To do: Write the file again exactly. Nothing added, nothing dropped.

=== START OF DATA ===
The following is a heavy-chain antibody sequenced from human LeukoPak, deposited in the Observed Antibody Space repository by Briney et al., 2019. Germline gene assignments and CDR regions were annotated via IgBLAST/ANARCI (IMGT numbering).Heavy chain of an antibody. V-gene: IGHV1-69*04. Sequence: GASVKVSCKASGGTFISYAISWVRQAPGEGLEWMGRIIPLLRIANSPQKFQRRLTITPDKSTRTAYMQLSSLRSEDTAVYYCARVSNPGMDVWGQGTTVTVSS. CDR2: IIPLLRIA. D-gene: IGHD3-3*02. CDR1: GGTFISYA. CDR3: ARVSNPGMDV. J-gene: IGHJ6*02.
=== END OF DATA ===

The following is a heavy-chain antibody sequenced from human LeukoPak, deposited in the Observed Antibody Space repository by Briney et al., 2019. Germline gene assignments and CDR regions were annotated via IgBLAST/ANARCI (IMGT numbering).Heavy chain of an antibody. V-gene: IGHV1-69*04. Sequence: GASVKVSCKASGGTFISYAISWVRQAPGEGLEWMGRIIPLLRIANSPQKFQRRLTITPDKSTRTAYMQLSSLRSEDTAVYYCARVSNPGMDVWGQGTTVTVSS. CDR2: IIPLLRIA. D-gene: IGHD3-3*02. CDR1: GGTFISYA. CDR3: ARVSNPGMDV. J-gene: IGHJ6*02.